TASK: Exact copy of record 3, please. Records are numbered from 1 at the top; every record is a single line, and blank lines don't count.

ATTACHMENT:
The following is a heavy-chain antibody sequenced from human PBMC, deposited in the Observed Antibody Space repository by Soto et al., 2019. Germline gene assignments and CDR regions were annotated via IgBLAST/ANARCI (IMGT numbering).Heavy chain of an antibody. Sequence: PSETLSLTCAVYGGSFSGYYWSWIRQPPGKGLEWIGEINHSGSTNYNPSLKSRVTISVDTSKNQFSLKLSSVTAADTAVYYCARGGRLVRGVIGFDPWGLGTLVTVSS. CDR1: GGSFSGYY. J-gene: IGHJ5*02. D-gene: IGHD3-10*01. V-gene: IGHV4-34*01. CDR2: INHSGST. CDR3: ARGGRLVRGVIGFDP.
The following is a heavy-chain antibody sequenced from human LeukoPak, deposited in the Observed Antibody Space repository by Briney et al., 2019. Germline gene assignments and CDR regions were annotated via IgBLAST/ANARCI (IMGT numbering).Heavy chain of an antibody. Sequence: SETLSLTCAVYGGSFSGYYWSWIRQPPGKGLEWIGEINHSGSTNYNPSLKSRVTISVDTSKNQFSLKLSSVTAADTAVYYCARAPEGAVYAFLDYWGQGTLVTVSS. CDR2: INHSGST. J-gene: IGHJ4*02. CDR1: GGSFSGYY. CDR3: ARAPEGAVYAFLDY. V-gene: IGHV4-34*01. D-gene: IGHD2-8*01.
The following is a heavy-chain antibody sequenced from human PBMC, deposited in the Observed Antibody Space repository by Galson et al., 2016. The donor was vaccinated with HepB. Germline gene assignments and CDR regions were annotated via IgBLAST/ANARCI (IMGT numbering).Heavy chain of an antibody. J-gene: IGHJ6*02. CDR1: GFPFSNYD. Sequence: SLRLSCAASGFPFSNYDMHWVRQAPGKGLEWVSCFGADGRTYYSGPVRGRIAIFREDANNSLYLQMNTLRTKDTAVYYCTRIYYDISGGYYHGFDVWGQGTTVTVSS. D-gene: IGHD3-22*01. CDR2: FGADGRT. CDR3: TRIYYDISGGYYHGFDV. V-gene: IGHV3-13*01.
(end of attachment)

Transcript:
The following is a heavy-chain antibody sequenced from human PBMC, deposited in the Observed Antibody Space repository by Galson et al., 2016. The donor was vaccinated with HepB. Germline gene assignments and CDR regions were annotated via IgBLAST/ANARCI (IMGT numbering).Heavy chain of an antibody. J-gene: IGHJ6*02. CDR1: GFPFSNYD. Sequence: SLRLSCAASGFPFSNYDMHWVRQAPGKGLEWVSCFGADGRTYYSGPVRGRIAIFREDANNSLYLQMNTLRTKDTAVYYCTRIYYDISGGYYHGFDVWGQGTTVTVSS. D-gene: IGHD3-22*01. CDR2: FGADGRT. CDR3: TRIYYDISGGYYHGFDV. V-gene: IGHV3-13*01.